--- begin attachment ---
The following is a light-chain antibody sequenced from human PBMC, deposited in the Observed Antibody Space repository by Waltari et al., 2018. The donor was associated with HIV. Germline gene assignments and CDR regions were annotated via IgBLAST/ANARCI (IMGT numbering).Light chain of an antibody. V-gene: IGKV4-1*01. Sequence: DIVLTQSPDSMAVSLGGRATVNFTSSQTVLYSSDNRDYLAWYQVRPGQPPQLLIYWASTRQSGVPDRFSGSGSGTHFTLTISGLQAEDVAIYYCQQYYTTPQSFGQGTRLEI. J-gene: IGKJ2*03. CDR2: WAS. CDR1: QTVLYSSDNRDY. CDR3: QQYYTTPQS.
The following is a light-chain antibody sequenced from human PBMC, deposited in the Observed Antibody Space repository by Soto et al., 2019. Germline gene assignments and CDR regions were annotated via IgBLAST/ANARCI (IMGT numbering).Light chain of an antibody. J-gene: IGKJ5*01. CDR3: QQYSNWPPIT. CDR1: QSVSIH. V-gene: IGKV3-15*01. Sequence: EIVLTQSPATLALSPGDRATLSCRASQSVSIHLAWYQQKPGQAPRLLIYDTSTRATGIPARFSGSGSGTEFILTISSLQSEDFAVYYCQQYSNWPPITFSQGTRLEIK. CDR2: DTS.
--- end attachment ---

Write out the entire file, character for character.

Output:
The following is a light-chain antibody sequenced from human PBMC, deposited in the Observed Antibody Space repository by Waltari et al., 2018. The donor was associated with HIV. Germline gene assignments and CDR regions were annotated via IgBLAST/ANARCI (IMGT numbering).Light chain of an antibody. V-gene: IGKV4-1*01. Sequence: DIVLTQSPDSMAVSLGGRATVNFTSSQTVLYSSDNRDYLAWYQVRPGQPPQLLIYWASTRQSGVPDRFSGSGSGTHFTLTISGLQAEDVAIYYCQQYYTTPQSFGQGTRLEI. J-gene: IGKJ2*03. CDR2: WAS. CDR1: QTVLYSSDNRDY. CDR3: QQYYTTPQS.
The following is a light-chain antibody sequenced from human PBMC, deposited in the Observed Antibody Space repository by Soto et al., 2019. Germline gene assignments and CDR regions were annotated via IgBLAST/ANARCI (IMGT numbering).Light chain of an antibody. J-gene: IGKJ5*01. CDR3: QQYSNWPPIT. CDR1: QSVSIH. V-gene: IGKV3-15*01. Sequence: EIVLTQSPATLALSPGDRATLSCRASQSVSIHLAWYQQKPGQAPRLLIYDTSTRATGIPARFSGSGSGTEFILTISSLQSEDFAVYYCQQYSNWPPITFSQGTRLEIK. CDR2: DTS.